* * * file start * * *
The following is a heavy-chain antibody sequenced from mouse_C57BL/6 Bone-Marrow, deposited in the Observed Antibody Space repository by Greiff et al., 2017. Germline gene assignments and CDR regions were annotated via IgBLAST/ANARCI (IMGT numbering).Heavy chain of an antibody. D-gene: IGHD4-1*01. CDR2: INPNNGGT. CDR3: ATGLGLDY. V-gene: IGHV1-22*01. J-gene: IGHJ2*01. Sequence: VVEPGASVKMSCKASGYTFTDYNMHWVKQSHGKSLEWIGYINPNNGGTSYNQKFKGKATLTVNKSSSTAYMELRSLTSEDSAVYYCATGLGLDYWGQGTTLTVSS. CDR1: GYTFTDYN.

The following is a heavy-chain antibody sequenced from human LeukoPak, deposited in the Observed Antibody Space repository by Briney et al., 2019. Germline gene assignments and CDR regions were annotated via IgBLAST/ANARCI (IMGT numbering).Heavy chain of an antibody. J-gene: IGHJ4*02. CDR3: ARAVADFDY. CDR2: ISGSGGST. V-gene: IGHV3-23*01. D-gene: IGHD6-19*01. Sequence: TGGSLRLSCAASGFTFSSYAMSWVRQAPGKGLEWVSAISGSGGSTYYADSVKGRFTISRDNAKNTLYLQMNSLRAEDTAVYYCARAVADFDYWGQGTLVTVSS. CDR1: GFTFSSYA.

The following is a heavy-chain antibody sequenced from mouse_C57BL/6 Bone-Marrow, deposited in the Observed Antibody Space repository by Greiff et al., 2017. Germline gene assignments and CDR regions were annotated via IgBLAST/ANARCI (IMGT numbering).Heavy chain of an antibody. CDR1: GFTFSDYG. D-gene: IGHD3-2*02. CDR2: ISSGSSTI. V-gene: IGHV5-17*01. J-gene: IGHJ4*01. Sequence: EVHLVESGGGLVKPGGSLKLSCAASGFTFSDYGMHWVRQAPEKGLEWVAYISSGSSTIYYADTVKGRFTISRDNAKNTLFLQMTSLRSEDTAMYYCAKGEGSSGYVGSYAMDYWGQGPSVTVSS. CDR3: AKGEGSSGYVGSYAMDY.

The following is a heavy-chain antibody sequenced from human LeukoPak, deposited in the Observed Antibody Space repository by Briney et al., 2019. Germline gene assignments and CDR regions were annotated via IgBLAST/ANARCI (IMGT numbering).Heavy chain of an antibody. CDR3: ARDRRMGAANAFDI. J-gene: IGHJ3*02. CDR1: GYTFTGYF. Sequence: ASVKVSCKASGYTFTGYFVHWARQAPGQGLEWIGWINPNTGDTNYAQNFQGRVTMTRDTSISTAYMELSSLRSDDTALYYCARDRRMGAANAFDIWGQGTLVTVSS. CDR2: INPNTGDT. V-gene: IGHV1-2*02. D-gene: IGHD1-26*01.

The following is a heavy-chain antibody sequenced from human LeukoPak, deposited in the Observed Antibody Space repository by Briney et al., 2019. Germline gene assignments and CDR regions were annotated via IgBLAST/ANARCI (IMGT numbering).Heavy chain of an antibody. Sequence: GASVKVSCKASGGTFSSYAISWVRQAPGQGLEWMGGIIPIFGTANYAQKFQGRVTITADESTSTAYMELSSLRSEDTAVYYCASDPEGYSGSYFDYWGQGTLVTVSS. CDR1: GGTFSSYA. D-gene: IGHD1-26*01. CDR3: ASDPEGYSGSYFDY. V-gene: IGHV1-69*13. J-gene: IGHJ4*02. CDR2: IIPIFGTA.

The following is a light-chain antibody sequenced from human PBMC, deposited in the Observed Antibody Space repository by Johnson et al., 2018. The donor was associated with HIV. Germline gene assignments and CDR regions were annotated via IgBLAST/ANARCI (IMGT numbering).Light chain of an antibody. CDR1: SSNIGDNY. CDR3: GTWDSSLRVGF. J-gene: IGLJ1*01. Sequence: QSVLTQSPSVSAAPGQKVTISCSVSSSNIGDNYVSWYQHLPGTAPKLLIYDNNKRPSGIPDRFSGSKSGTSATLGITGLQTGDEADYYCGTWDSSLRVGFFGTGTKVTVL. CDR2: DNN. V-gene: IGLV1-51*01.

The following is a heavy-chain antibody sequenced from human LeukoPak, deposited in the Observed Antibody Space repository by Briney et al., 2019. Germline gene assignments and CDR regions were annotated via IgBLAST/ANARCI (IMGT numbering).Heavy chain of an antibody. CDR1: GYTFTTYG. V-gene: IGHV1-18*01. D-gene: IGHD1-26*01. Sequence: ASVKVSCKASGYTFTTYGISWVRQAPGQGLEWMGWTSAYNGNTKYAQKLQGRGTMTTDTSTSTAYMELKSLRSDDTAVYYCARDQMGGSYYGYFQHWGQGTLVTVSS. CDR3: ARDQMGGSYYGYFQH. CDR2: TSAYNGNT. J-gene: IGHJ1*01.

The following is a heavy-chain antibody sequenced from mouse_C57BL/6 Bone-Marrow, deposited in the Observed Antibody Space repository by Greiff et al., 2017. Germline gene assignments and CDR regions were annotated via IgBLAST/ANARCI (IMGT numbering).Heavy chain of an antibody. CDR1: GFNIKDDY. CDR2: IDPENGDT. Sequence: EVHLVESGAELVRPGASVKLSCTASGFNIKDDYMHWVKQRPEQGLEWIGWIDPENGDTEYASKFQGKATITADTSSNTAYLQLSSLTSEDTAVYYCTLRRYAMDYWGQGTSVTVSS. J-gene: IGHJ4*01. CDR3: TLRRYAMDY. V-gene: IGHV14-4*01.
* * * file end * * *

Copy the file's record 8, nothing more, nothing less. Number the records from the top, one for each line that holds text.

The following is a heavy-chain antibody sequenced from mouse_C57BL/6 Bone-Marrow, deposited in the Observed Antibody Space repository by Greiff et al., 2017. Germline gene assignments and CDR regions were annotated via IgBLAST/ANARCI (IMGT numbering).Heavy chain of an antibody. CDR1: GFNIKDDY. CDR2: IDPENGDT. Sequence: EVHLVESGAELVRPGASVKLSCTASGFNIKDDYMHWVKQRPEQGLEWIGWIDPENGDTEYASKFQGKATITADTSSNTAYLQLSSLTSEDTAVYYCTLRRYAMDYWGQGTSVTVSS. J-gene: IGHJ4*01. CDR3: TLRRYAMDY. V-gene: IGHV14-4*01.